Nepal, once a Kingdom for over 260 years is a Federal Democratic Republic since April 2008.
The country is jammed between its giant neighbors China (Tibetan Autonomous Region) and India” to the south.
Nepal is 147,181 square-kilometers in size, of which only half is suitable for human settlements. That makes Nepal’s living space only two times larger than the Netherlands. The Netherlands, with 16 million citizens, has the densest population in Europe with approximately 198 people per square kilometer. The Netherlands and Nepal sit next to each other in the United Nations Assembly and also share the same density in population.
Some Nepalese indigenous tribes are still living like nomads in the many high mountain valleys and pastures. They move around with their cattle in summer and stay put in makeshift winter quarters. Others are forest scavengers and hunter- communities. There are countless illiterate slum dwellers with many small children who are simply not registered anywhere. These Nepali speaking people with no address have no idea about where their parents or grandparents came from, or where exactly they were born.
This is Nepal's reality today: still no where close of being a modern organized society.
Kathmandu is the capital of Nepal and historically recorded as a city and trade center between Tibet and India as early as 2600 years ago!
From a geological point of view Nepal is a world of its own. To the north the mighty Himalayas make for a natural weather boundary that allows an almost isolated flora and fauna. One can travel through three different climate zones within a day by jeep or truck…or with a helicopter within just three-quarters of an hour: From arctic cold down to a hot climate that reaches a noon time temperatures like the Sahara. The very rich flora and fauna of the country is arranged in rapidly changing geological zones of miraculous wonder.
The visitors can observe high pastures where yaks and mountain sheep dwell and at the very same day observe rhinos, elephants and tigers walking through the low grass lands near the border of India.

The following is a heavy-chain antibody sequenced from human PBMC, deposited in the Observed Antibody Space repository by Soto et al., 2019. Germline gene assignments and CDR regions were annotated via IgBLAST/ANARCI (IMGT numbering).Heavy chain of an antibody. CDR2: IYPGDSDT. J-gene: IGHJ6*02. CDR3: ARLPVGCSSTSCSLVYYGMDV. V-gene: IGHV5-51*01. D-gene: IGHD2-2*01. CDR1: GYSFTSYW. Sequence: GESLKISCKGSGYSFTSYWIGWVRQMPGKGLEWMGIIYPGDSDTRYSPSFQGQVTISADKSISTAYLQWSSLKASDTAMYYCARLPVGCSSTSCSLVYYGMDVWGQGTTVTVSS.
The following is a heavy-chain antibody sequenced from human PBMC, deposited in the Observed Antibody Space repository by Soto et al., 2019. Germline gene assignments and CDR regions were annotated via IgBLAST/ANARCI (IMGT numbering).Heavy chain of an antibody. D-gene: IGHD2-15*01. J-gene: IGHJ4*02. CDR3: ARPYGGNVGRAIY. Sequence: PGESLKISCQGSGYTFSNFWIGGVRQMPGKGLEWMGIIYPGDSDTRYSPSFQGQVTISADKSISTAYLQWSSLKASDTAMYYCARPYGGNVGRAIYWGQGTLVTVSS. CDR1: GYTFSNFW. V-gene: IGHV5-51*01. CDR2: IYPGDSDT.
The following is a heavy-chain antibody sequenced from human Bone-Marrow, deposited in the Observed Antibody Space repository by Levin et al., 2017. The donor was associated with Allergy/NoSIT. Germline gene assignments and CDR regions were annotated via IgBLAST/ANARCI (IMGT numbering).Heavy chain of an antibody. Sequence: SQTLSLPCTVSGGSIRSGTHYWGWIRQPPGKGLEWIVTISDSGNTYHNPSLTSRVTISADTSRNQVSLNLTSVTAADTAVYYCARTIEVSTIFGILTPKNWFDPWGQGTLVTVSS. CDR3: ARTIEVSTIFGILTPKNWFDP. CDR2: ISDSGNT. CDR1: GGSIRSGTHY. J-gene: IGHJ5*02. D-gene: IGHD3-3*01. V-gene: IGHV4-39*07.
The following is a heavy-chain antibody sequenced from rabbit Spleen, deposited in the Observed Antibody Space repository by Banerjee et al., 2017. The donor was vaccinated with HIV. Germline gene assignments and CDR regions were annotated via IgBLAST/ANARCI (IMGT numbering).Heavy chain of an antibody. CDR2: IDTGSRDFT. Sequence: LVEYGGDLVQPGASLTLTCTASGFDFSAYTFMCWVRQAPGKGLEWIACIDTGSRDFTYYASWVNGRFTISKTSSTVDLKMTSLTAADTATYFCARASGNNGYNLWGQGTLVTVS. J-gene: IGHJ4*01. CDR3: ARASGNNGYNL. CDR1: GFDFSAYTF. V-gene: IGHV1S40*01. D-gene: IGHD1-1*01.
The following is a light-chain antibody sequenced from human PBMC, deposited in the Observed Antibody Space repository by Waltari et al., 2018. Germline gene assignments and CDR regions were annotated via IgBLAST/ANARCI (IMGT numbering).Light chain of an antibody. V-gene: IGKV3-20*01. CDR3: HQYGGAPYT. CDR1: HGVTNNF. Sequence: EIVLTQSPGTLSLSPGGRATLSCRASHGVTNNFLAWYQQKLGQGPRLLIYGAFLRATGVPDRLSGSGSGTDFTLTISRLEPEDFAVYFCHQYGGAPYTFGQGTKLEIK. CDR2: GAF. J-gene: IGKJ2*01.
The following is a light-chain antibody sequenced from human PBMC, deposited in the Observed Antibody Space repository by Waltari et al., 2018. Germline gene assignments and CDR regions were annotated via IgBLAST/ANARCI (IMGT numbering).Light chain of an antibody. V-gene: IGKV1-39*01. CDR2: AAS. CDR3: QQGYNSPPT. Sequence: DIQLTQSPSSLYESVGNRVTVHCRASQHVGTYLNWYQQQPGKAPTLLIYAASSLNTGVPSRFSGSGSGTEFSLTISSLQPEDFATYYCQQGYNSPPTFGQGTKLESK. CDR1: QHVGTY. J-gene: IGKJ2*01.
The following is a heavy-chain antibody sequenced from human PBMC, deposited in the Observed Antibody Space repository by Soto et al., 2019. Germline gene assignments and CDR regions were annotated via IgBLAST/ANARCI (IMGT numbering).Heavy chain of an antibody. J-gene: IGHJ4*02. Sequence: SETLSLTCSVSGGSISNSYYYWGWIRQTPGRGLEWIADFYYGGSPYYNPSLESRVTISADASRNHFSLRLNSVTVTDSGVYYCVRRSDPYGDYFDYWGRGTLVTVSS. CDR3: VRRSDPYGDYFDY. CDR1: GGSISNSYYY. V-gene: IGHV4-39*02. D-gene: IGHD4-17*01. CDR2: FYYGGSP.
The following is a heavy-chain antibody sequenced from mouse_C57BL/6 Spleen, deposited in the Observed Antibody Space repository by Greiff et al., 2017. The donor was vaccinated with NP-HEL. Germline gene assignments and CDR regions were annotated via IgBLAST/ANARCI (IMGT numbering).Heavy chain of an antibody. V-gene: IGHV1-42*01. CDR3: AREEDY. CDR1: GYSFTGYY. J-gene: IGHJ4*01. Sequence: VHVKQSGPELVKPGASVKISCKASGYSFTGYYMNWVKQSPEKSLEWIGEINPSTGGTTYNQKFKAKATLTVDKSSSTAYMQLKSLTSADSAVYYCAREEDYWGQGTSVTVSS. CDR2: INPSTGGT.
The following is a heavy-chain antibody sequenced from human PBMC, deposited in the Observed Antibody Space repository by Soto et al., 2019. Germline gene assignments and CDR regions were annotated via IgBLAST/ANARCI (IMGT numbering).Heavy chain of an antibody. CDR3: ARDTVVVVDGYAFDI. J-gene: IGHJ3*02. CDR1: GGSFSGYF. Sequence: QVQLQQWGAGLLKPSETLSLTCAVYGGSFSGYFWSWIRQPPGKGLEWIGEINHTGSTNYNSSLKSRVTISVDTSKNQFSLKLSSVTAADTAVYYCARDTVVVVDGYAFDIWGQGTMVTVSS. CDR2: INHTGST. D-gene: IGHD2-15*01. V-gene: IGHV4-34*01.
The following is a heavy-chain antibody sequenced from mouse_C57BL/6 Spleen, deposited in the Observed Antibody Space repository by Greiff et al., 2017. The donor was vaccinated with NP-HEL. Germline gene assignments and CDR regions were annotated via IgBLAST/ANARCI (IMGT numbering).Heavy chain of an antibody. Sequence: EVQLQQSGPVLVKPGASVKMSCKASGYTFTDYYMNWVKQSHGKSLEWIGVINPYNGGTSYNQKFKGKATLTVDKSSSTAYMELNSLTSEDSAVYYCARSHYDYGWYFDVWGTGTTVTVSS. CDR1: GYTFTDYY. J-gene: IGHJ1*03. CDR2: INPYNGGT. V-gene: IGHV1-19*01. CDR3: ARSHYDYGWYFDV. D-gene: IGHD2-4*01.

The superlatives do not end here. Topped by the 8,848 meter of Mt. Everest, seven out of the highest mountains on our planet are found here.
This giant mountain range extends from the far western corner to the far eastern corner of Nepal like a huge panorama picture.
Forty percent of Nepal reaches up to an altitude of 3,000 meters but is not at all covered with snow like the Alps in Europe. The upper tree boundary in Nepal is at an altitude that varies between 4,000 and 4,500 meters and is mostly covered with huge evergreen pine forests. The lowest lands are the southern Terai plains at only 70 meters above sea level.
It is the fertile middle of Nepal that attracts the foreign trekkers; here one can trek into the mild Mediterranean climate of the hilly region with orange groves and sweet smelling fields of ripening rice.
From there one enters the trekking paths into the beautiful subtropical foothill forests that lead around the Annapurna range, crossing the Thorung La pass of 5,462 meters high, to have a peek into the dry and bare Tibetan Plateau, that starts right behind it.
There are also plenty of cultural sides all over Nepal for the visiting tourists and pilgrims alike. One finds Hindu temples, Buddhist shrines and monasteries that often are over 2,000 years old. And there is Lumbini, the recently confirmed genuine birth place of Gautam the Buddha.
On can visit ancient palaces of long-vanished small kingdoms and principalities that date before the King of Gorkha Phritivi Narayan Shah conquered Kathmandu valley 240 years ago to create the boundaries of today's Nepal. The entire country is a world heritage site!